My husband was at the airport to meet us along with our daughter and in-laws. Ty was even more terrified of my husband. He hadn’t met many men in India. He wouldn’t let Larry near him.

Fortunately, Ty adjusted amazingly well. He hit the ground running. After getting over his fear of Larry he became Larry’s shadow. I have no doubt that Ty was meant to be with us.

Now, about that line I typed into Facebook recently: I would never say that cancer is a “gift,” but cancer did change the path of my life and because of it I have had experiences that never would have been. I can honestly say that I had never thought about adoption prior to cancer.

Now, I can’t imagine my life without Ty.

Calling Dad or Mom in a panic? One Dad says …

Heather Jose photo.

Heather Jose

This week, please welcome one of our most popular caregiving authors, the Rev. Dr. Benjamin Pratt. He researched and wrote our signature book: A Guide for Caregivers. Last week, I wrote about the need for caregivers to take breaks, from time to time. And, I am. I’ll write again, soon.

As a parent myself, I love this column by Ben. It’s tempting to enjoy that great feeling when people think you’re a super hero, but real life always intervenes …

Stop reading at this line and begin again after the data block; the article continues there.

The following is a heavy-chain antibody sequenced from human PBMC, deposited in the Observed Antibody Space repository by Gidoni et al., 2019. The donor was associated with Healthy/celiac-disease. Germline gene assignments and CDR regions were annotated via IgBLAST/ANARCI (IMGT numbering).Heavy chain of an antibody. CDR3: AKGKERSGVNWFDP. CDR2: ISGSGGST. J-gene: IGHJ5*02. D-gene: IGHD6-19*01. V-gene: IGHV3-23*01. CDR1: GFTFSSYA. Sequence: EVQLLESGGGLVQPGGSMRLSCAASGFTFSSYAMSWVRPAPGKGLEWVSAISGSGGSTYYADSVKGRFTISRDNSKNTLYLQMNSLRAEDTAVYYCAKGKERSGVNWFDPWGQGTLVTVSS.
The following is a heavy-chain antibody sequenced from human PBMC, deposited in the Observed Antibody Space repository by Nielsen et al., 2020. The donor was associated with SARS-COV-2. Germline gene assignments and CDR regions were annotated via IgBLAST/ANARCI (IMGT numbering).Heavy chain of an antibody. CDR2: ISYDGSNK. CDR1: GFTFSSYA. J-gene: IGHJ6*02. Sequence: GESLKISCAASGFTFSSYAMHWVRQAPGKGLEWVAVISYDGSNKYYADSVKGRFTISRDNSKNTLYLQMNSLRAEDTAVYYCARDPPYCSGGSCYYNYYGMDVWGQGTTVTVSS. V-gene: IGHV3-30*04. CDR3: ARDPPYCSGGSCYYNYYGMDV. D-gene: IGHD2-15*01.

‘I’m Only a Father’


Panic ButtonAFTER our younger daughter graduated from college with a degree in interior design, she was hired by Pottery Barn to help design and setup stores across our country. When she wasn’t traveling to other cities, she would spend a day or two at stores in the mid-Atlantic region working on redesign.

One morning she left in her little car before 6 a.m. for Baltimore. About five miles from her destination, on a busy interstate, the car broke down. She called me—frantic and scared—as 18-wheelers sped past shaking her and her little car.

“Dad, I’m going to be late for work. I can’t get the car to start. What can I do?  I need your help.”

That’s when I said the words I’ve got to live with forever, now.

“I’m only a father.”

I quickly added, “You will have to call a local garage or towing company.” And, an hour later I got a call that she was at work. The mechanic had come, made a minor adjustment, and she was on her way.